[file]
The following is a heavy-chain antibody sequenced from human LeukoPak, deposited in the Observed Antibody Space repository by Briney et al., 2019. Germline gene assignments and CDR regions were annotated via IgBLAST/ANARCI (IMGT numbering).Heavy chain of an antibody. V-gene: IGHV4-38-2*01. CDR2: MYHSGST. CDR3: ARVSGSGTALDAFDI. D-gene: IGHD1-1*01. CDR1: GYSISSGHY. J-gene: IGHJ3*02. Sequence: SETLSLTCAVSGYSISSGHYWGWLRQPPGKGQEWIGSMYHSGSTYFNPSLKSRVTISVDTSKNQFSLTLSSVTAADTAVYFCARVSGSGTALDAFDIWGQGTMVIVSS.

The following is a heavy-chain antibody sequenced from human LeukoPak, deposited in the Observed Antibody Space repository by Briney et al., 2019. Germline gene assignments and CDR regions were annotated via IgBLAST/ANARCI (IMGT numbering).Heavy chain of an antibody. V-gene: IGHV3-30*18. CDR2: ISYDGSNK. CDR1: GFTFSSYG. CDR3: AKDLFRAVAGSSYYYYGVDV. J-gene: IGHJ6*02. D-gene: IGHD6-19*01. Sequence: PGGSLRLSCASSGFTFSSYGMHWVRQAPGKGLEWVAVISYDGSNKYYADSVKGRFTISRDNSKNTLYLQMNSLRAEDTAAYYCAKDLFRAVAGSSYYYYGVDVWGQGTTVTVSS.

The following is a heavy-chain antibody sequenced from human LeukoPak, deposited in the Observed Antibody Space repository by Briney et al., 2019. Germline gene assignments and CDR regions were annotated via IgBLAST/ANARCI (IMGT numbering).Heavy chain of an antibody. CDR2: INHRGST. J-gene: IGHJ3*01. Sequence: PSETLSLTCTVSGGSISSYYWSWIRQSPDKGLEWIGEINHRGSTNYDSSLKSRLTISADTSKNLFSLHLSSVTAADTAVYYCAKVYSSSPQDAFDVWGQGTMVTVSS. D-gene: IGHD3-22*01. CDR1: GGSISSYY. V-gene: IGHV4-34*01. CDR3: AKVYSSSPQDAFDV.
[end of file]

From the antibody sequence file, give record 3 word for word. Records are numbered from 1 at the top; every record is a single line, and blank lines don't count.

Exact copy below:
The following is a heavy-chain antibody sequenced from human LeukoPak, deposited in the Observed Antibody Space repository by Briney et al., 2019. Germline gene assignments and CDR regions were annotated via IgBLAST/ANARCI (IMGT numbering).Heavy chain of an antibody. CDR2: INHRGST. J-gene: IGHJ3*01. Sequence: PSETLSLTCTVSGGSISSYYWSWIRQSPDKGLEWIGEINHRGSTNYDSSLKSRLTISADTSKNLFSLHLSSVTAADTAVYYCAKVYSSSPQDAFDVWGQGTMVTVSS. D-gene: IGHD3-22*01. CDR1: GGSISSYY. V-gene: IGHV4-34*01. CDR3: AKVYSSSPQDAFDV.